Kats Tsai, MPP 2015 also on the leadership team said, “I volunteered at Boston Living Center - I served lunch to 80-120 HIV positive guests.  Community service is important because, as students at Harvard Kennedy School, we need to understand that we are highly privileged, and we need to find ways to give back to the community, no matter how small or intangible our individual efforts are.”

Paula Koczera, associate director, employer relations, volunteered at Cradles To Crayons.    C2C provides children (from birth to age 12) with the essential items they need to thrive – at home, at school, and at play.  They supply these items free of charge by engaging and connecting communities that have with communities that need.

“We had 20 volunteers (15 students, 5 staff), split into two groups – one groups sorted new donations to check for quality and my group “shopped” for items requested by the families or social workers.  As a group, we were able to help well over 100 children.  C2C staff did a great job of keeping us focused on the fact that these were ‘real children with real needs’ and accomplished this by asking us the name of the child we were ‘shopping’ for and reminding us to ‘squeeze out the air, and in the love’ each time we prepared a bag for shipment.  C2C is an amazing organization with incredible staff. I plan to volunteer there again in the future,” she said.

Above photo taken by Martha Stewart.

Please click here to view more photos on the HKS Serves flickr page.



Tags: student life

IOP Events

I thought I would pass along some of the recent and upcoming events sponsored by the Institute of Politics. The conversation with Wendy Kopp can be viewed here.


Upcoming events include the following.



Tags: student life

A Window into the HKS-HBS Joint Degree Program

The following post was composed by Sean McBride and Hayling Price, the HKS/HBS Joint Degree Council Student Admission Representatives.


Hello from the HKS/HBS Joint Degree Leadership council! The HKS/HBS joint degree program is oriented towards students pursuing careers that will engage the public, private and nonprofit sectors. As student admission representatives for the joint degree program, we are hoping to provide interested and prospective students with an overview of the program and to answer some FAQs.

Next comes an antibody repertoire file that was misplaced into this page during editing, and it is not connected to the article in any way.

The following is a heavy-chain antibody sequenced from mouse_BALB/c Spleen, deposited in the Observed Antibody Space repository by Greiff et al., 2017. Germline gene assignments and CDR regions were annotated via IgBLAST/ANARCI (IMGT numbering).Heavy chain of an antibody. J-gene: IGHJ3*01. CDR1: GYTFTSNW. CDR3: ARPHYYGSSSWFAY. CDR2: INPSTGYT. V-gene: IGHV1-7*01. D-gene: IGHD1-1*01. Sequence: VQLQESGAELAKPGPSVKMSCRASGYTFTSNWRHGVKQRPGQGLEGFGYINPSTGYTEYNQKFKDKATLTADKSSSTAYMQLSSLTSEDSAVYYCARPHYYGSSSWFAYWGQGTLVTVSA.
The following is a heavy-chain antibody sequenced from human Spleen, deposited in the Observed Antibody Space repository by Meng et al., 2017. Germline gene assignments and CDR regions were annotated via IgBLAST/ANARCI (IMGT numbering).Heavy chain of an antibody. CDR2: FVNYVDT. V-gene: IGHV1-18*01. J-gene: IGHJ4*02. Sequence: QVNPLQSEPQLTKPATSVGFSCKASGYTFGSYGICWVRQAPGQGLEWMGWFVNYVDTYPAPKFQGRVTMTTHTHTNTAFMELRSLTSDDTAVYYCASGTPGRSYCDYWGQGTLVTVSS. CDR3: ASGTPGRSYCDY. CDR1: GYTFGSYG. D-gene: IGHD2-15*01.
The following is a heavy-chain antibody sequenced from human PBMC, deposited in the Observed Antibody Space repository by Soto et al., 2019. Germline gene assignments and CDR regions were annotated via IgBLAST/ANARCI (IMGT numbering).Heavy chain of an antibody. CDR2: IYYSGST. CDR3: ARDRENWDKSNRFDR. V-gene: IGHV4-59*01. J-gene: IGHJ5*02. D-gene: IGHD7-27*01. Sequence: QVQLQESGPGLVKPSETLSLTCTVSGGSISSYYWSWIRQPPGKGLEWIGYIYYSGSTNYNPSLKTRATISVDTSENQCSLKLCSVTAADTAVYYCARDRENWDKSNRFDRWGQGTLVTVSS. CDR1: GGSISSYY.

If you just recently confirmed that you were accepted at both schools…CONGRATULATIONS! To accept your offer please make sure to take the appropriate steps each school requires to confirm enrollment. Once the 2017 HKS-HBS joint degree class is finalized, you will receive much more detailed information about the program from both school administrations and from the Joint Degree Student Leadership Council.

What is the HKS/HBS Joint Degree Program and how is it structured?

Each year, the HKS/HBS Joint Degree Program brings together a new cohort of roughly 20-30 students who are working to obtain both an MBA from HBS and either an MPP or MPA/ID from HKS. HKS allows students to undertake concurrent degrees with a number of business schools. However, the HKS/HBS joint degree is by far the most structured of these dual-degree options. The program takes three-years instead of four to complete and requires students to meet the core curricula of both the MBA and MPP or MPA/ID programs.

The joint program schedule across the three years is as follows: the 1st year is at HKS; the 2nd year is at HBS; and the 3rd year is split between the two schools. Each class graduates with the HBS cohort they begin with in their second year. Additionally, students engage in co-curricular seminars throughout their three years with faculty from both HBS and HKS (i.e. the first year course when you are at HKS is taught by a HBS professor and vice versa the next year). This is not only unique for joint MBA/MPP programs, but also for joint MD/MBA or JD/MBA programs.

More information is available on both the HKS and HBS websites.

Why do students choose a joint degree?

Every student comes to the joint program for a different reason. Generally speaking, we can divide these students into three groups. First, you have students who aspire to work across the public, private, and nonprofit sectors in the course of their careers. Next, there is what we often dub the “social entrepreneur” who seeks to combine the skills of multiple sectors in redefining both for-profit and non-profit business models. Additionally, there are students that want to work directly in the intersection of business and government. These careers might include corporate government affairs or government regulatory policy. Alternatively, they might be people who want to work exclusively in the public or private sector but in industries that are highly regulated or otherwise have a lot of government involvement (e.g. health care, energy). The moral of the story is that joint degrees go on to all types of careers post-graduation!

What were students doing before they joined the program?